Egg-laying insects deposit their eggs in many different places. Some do so in above-ground nests and others inside host animals or attached to plants. Still others choose to lay their eggs underground. Many types of bugs, from beetles to wasps, choose underground egg-laying as their means of reproduction.
The term June beetle can be applied to more than 100 species of beetles, each one similar in appearance. They also all lay their eggs underground. Female June beetles dig 2 to 5 inches into topsoil in order to deposit their eggs, covering them over with dirt afterwards. It takes three to four weeks for the larvae to hatch. These larvae spend their time in the soil, where they pupate 3 to 6 inches underneath. Adult June bugs crawl out of the soil and live their life aboveground.
Wasps lay their eggs in nests made of various materials, depending on the species. Most wasps do not lay their eggs underground, but there are exceptions, namely with the yellow jacket. These wasps build underground nests and deposit their eggs in cells within that nest. These eggs are white and shaped like sausages. The eggs only take a few days to hatch, and then it's the queen's job to feed the larvae insects until they mature, pupate and become adult yellow jackets.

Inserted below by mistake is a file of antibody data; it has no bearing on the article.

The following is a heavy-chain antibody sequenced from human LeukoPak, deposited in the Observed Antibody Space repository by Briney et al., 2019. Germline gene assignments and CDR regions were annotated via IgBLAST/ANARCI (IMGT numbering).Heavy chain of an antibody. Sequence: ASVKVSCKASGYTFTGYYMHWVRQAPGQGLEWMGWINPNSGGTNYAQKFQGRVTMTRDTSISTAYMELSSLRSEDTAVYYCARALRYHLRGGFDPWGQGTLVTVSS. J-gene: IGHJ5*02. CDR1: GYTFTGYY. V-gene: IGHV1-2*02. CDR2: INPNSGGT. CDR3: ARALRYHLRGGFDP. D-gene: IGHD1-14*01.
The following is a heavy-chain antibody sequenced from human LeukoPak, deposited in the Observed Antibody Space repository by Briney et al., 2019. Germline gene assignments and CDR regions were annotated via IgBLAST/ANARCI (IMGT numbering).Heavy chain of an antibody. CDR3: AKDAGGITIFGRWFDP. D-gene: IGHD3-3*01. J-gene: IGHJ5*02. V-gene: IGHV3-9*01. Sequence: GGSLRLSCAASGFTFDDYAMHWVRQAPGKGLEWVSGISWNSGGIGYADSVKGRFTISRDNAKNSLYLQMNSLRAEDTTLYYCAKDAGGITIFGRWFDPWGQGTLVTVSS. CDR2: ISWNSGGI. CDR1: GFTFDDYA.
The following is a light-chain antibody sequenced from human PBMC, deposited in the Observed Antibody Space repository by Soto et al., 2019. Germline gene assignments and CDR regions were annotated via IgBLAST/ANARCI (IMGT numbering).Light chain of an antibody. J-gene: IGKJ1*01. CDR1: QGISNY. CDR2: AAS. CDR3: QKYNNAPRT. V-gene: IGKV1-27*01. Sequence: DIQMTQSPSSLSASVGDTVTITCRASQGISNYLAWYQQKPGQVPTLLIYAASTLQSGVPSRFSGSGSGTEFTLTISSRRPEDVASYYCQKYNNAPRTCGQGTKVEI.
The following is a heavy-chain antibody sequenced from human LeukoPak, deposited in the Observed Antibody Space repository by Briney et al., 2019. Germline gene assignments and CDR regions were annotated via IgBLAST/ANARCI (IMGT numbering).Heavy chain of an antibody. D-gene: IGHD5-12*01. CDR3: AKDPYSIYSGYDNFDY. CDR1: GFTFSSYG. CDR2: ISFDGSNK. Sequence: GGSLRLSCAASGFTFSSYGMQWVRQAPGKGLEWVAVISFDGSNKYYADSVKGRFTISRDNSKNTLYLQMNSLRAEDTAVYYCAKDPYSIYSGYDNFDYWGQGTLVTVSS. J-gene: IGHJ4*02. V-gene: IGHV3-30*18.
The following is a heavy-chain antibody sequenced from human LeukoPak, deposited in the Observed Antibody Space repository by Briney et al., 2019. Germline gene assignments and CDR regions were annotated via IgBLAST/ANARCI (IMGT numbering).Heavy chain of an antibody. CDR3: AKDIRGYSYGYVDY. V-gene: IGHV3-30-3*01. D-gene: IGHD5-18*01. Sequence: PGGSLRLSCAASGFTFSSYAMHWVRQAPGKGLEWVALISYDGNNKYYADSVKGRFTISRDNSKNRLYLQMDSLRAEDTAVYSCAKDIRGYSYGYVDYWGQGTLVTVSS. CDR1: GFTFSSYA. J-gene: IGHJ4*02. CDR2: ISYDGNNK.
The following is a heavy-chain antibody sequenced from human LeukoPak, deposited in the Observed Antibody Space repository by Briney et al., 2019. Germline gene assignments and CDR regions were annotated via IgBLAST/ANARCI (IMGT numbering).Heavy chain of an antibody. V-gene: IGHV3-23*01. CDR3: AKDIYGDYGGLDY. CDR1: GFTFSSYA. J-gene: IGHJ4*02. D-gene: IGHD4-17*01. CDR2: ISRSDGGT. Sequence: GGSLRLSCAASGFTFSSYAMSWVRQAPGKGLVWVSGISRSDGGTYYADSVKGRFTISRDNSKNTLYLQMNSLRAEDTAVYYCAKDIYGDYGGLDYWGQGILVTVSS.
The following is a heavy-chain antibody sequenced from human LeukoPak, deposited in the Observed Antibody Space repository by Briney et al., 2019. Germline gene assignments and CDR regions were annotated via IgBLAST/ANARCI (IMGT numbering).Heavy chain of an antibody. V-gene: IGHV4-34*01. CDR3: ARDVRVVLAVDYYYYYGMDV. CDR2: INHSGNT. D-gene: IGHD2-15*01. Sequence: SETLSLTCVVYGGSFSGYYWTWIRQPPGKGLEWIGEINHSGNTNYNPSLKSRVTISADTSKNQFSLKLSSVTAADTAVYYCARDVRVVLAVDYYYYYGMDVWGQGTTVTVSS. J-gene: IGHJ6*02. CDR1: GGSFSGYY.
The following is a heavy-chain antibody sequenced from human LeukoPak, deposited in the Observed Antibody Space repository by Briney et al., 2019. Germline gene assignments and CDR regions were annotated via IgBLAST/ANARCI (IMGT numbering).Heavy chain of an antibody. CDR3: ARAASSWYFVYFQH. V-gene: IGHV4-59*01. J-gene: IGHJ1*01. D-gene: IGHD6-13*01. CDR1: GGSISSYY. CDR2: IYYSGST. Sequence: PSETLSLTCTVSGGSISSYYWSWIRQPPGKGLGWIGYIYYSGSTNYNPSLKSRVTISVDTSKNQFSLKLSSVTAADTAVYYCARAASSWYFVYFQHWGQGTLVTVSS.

Certain species of crickets, like the tawny mole cricket from the southeast United States and southern South America, lay their eggs underground. They do this during one period of the year, between April and June. Females dig chambers 4 to 12 inches underground and lay eggs in clutches of anywhere between 24 and 60 eggs. Chambers are closed off and eggs are left to incubate for about three weeks before hatching.
Spiny Leaf Insect
The spiny leaf insect has an interesting way of getting its eggs underground. The female deposits eggs on the top of the ground, but not with the intention of leaving them there. These eggs have a knob called a capitulum, which attract ants. Ants carry these eggs into their underground nests and eat the capitulum, but leave the rest of the eggs intact. After one to three years, the eggs hatch, releasing nymphs that crawl up out of the ground in search for leaves to feed on.